Hello Softball peeps,
I am not sure how the weather is where you live but in Northern California it is getting hotter. We are so used the mild weather here and snow-covered mountains at the Sierra even this past week that hot weather is giving us a real shock. Thank goodness at least the drought is over.
This past weekend kids had to play in Tracy/Modesto area and the temps were in the scorching 107 degree range. It was so hot that even the adults watching the games had to take precautions not get overheated. I was very worried about the kids playing in the heat. Not quite sure why all the games are played in such hot places. It would be a nice change of pace if the teams traveled to the bay area to play where it usually is a little cooler. I am sure their kids would love to play in 80 degree vs 100+ degrees. Just a wild wish. The key to survive is to stay hydrated and keeping the body cool. I saw a lot of new fashion statements at the field with most parents wrapped with neon pink and blue and red hydration towels around their necks.
Another way to keep cool is to use spray bottles or misting bottles with small fans attached to them. Amazon has these available in a wide range of prices.
How much do you know about Hydration? I thought I knew about hydration but when I took this quiz I did not fare well. If you think you know a lot about hydration take this quiz for fun. Hydration Quiz on Webmd. Needless to say I only got a little more than half the questions correctly 🙁
May be some of you know more about hydration than me, but for others like me it is an eye opener. Here is another interesting link for Hydration Calculator I found online which calculates the amount of water someone needs. Try it out and see if you are drinking enough water. I also read another article which said you need about 3/4 to 1 oz of water per lb of body weight. Are you drinking enough water?
Coming back to our softball athletes, it is tremendously important for them to stay hydrated. Our coaches sometimes tell our kids to start drinking lot of additional water 2 or 3 days before the weekend when we play in the summers. Here are some signs and symptoms of dehydration.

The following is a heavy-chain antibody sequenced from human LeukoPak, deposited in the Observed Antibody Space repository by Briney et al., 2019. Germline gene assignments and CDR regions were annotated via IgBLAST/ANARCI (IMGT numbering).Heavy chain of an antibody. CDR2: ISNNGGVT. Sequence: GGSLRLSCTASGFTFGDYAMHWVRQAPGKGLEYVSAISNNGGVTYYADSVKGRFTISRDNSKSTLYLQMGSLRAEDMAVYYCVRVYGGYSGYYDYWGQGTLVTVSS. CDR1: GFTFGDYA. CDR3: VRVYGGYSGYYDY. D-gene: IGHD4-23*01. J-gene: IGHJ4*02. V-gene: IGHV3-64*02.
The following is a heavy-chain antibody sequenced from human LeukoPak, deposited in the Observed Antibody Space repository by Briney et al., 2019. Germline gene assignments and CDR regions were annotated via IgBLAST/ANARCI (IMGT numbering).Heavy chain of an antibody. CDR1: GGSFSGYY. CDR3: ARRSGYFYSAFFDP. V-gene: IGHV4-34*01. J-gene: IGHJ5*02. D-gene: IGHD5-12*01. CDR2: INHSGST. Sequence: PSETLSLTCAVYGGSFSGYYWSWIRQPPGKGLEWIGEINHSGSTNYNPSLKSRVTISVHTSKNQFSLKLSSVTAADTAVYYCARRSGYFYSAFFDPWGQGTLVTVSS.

* Dry mouth
* Sunken eyes
*Feeling weak and dizzy
* Failure to sweat
* Decreased urine output
The quickest way to help our young athletes who get dehydrated is to have them drink water. But if they are too dehydrated that they passed out, you may have to call the medical professionals to get them hydrated ASAP.
If athletes play for over an hour of sports in hot and humid weather then they not only lose water but also some salts. So sports drinks may give them some salts in addition to water. But there has been debate about what is in these sports drinks that is not good for you. Without getting into a debate about the good and bad of sports drinks, I think a bottle of Gatorade or Powerade is probably okay to drink if your kids are playing for more than an hour under the sun, but water is the BEST and safest way to get hydrated on a regular basis. During travel ball, kids usually play 3 games a day, each game lasting an hour and a half so dehydration is a serious issue.
So please emphasize the importance of drinking water to your young athletes. Only downside to this is to be stuck in a softball field with bad bathrooms. The bane of softball fields. I am sure you are all too familiar with that situation. If you happen to play in a softball park with decent bathrooms consider yourself lucky. Good luck and stay hydrated this summer.